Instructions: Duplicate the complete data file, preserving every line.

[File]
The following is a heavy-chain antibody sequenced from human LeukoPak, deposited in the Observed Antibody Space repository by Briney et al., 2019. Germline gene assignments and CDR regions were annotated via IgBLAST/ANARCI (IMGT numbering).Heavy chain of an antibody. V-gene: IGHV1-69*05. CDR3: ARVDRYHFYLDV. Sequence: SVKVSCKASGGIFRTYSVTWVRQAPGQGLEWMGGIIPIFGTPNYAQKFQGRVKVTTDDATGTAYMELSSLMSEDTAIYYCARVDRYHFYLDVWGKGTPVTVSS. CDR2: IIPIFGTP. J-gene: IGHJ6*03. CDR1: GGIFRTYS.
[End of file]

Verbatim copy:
The following is a heavy-chain antibody sequenced from human LeukoPak, deposited in the Observed Antibody Space repository by Briney et al., 2019. Germline gene assignments and CDR regions were annotated via IgBLAST/ANARCI (IMGT numbering).Heavy chain of an antibody. V-gene: IGHV1-69*05. CDR3: ARVDRYHFYLDV. Sequence: SVKVSCKASGGIFRTYSVTWVRQAPGQGLEWMGGIIPIFGTPNYAQKFQGRVKVTTDDATGTAYMELSSLMSEDTAIYYCARVDRYHFYLDVWGKGTPVTVSS. CDR2: IIPIFGTP. J-gene: IGHJ6*03. CDR1: GGIFRTYS.